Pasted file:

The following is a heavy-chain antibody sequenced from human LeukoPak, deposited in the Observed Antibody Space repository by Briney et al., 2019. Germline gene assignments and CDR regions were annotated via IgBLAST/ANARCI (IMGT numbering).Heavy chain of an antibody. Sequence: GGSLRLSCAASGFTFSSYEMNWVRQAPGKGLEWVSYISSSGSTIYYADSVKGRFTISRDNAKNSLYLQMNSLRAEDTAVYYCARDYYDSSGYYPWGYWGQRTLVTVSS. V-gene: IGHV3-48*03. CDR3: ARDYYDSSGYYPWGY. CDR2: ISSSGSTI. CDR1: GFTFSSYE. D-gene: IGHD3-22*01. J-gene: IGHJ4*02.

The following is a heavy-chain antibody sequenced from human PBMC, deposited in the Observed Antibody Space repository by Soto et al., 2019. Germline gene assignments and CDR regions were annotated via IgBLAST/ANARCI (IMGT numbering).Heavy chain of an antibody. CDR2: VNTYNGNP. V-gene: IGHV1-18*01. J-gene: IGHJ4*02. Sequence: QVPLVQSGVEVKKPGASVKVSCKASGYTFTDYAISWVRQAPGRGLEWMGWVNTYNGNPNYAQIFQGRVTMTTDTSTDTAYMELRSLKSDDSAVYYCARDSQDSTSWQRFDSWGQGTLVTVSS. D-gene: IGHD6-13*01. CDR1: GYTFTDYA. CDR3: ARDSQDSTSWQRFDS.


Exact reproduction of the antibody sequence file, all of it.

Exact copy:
The following is a heavy-chain antibody sequenced from human LeukoPak, deposited in the Observed Antibody Space repository by Briney et al., 2019. Germline gene assignments and CDR regions were annotated via IgBLAST/ANARCI (IMGT numbering).Heavy chain of an antibody. Sequence: GGSLRLSCAASGFTFSSYEMNWVRQAPGKGLEWVSYISSSGSTIYYADSVKGRFTISRDNAKNSLYLQMNSLRAEDTAVYYCARDYYDSSGYYPWGYWGQRTLVTVSS. V-gene: IGHV3-48*03. CDR3: ARDYYDSSGYYPWGY. CDR2: ISSSGSTI. CDR1: GFTFSSYE. D-gene: IGHD3-22*01. J-gene: IGHJ4*02.

The following is a heavy-chain antibody sequenced from human PBMC, deposited in the Observed Antibody Space repository by Soto et al., 2019. Germline gene assignments and CDR regions were annotated via IgBLAST/ANARCI (IMGT numbering).Heavy chain of an antibody. CDR2: VNTYNGNP. V-gene: IGHV1-18*01. J-gene: IGHJ4*02. Sequence: QVPLVQSGVEVKKPGASVKVSCKASGYTFTDYAISWVRQAPGRGLEWMGWVNTYNGNPNYAQIFQGRVTMTTDTSTDTAYMELRSLKSDDSAVYYCARDSQDSTSWQRFDSWGQGTLVTVSS. D-gene: IGHD6-13*01. CDR1: GYTFTDYA. CDR3: ARDSQDSTSWQRFDS.